Toto Wolff, CEO and Team Principal of the Mercedes F1 team, chimed in, noting that this was the right time to “begin a longer-term project to take the next step in our shared commitment to greater diversity within our sport.”

Mercedes’ Non-Executive Chairman, Markus Schäfer, added that, “Lewis is a warm-hearted personality who cares deeply about the world around him and wants to make an impact. As a company, Mercedes-Benz shares this sense of responsibility and is proud to commit to a new, joint foundation to improve diversity in motorsport. Opening the sport to under-represented groups will be important for its development in the future and we’re determined to make a positive impact.”

As as aside, it was also revealed that Hamilton has signed a one-year extension with Mercedes, as he looks to claim an eighth Formula One title – an achievement that would take him beyond the seven won by Michael Schumacher between 1994 and 2004.

“Finding Interest Amidst the Dust”

January is both an interesting and infuriating time to be a motorsport writer. On one hand, the lack of action and the continued slow drip feed on news means there is often precious little to report or discuss.

It goes some way to understanding why so many publications publish retrospective copy, list-articles, predictive pieces and “what if” speculative drivel. It is what it is, and eyeballs are needed, so why the hell not?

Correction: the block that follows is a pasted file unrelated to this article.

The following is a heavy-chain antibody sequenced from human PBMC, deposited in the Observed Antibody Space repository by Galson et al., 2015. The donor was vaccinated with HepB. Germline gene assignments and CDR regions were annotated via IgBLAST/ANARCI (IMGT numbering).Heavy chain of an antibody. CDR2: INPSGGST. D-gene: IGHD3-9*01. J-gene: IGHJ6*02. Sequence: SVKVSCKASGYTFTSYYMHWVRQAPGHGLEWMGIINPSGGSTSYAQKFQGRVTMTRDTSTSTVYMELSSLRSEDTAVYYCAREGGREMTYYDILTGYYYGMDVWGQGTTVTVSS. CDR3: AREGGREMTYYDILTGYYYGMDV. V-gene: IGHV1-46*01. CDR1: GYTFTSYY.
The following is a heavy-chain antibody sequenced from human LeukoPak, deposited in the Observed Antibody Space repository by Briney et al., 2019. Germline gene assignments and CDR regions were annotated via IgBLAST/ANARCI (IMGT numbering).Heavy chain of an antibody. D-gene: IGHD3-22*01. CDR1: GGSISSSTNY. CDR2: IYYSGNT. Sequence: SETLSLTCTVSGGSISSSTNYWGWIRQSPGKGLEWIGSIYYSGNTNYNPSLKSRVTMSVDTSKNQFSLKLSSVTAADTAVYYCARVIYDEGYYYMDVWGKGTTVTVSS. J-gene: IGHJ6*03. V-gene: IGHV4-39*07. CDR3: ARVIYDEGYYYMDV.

Truth be told, unless you bathe in the sea of rallying and ultra-hardcore endurance racing, January represents a month where there is precious little news to get too terribly excited about. For most championships, teams at this time are busy building the stories and timelines that are soon to come, particularly for the livery launches.

That’s not to say there is nothing to report, but rather the morsels of news that do appear are often not very interesting. In essence, January announcements are the kind of things that could often be covered in single paragraphs. It’s easy: headline – breif opening paragraph – a four-line story. Ta-dah!

I jest of course. Slightly.

Of course, the cleverer sources will occasionally drop a positive major story in this period of relative quiet, as one may be guaranteed plenty of extended coverage. The announcement of Davide Brivio’s move from the Suzuki MotoGP team to become Racing director of the recently renamed Alpine F1 squad to replace Cyril Abiteboul raised some eyebrows.

And yet, Abiteboul’s move to become Head of Car Performance with the Alpine brand – alongside his role as his Team Principal position – sent signals that maybe his long-term path lay in the grander corporate machinations of Alpine. What really surprised was the news of Abiteboul leaving the manufacturer altogether, with Laurent Rossi slotting into what was due to be Abiteboul’s position.
This was a story that got the column inches it deserved.

Naturally, January is also the month where you really don’t want negative headlines to emerge for precisely the same reason as above; with no other stories to detract, bad tales linger like bad smells.